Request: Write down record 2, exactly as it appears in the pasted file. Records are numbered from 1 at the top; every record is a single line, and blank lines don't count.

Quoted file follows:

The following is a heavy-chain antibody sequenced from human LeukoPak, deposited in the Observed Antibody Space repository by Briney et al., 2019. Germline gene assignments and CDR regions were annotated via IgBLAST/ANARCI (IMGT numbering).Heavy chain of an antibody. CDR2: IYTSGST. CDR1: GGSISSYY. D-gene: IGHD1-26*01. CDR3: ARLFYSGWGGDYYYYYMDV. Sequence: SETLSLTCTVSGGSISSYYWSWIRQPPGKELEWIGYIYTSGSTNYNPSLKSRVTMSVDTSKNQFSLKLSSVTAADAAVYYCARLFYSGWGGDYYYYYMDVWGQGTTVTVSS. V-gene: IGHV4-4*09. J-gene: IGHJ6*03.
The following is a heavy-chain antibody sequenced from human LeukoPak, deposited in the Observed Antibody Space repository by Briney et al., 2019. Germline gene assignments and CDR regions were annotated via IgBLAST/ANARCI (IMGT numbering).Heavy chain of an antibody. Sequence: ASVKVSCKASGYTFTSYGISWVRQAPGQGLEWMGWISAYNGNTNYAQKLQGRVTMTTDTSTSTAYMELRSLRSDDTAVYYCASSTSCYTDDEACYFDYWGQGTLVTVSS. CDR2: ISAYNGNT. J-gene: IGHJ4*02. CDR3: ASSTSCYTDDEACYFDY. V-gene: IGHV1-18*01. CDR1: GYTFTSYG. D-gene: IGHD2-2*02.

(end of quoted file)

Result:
The following is a heavy-chain antibody sequenced from human LeukoPak, deposited in the Observed Antibody Space repository by Briney et al., 2019. Germline gene assignments and CDR regions were annotated via IgBLAST/ANARCI (IMGT numbering).Heavy chain of an antibody. Sequence: ASVKVSCKASGYTFTSYGISWVRQAPGQGLEWMGWISAYNGNTNYAQKLQGRVTMTTDTSTSTAYMELRSLRSDDTAVYYCASSTSCYTDDEACYFDYWGQGTLVTVSS. CDR2: ISAYNGNT. J-gene: IGHJ4*02. CDR3: ASSTSCYTDDEACYFDY. V-gene: IGHV1-18*01. CDR1: GYTFTSYG. D-gene: IGHD2-2*02.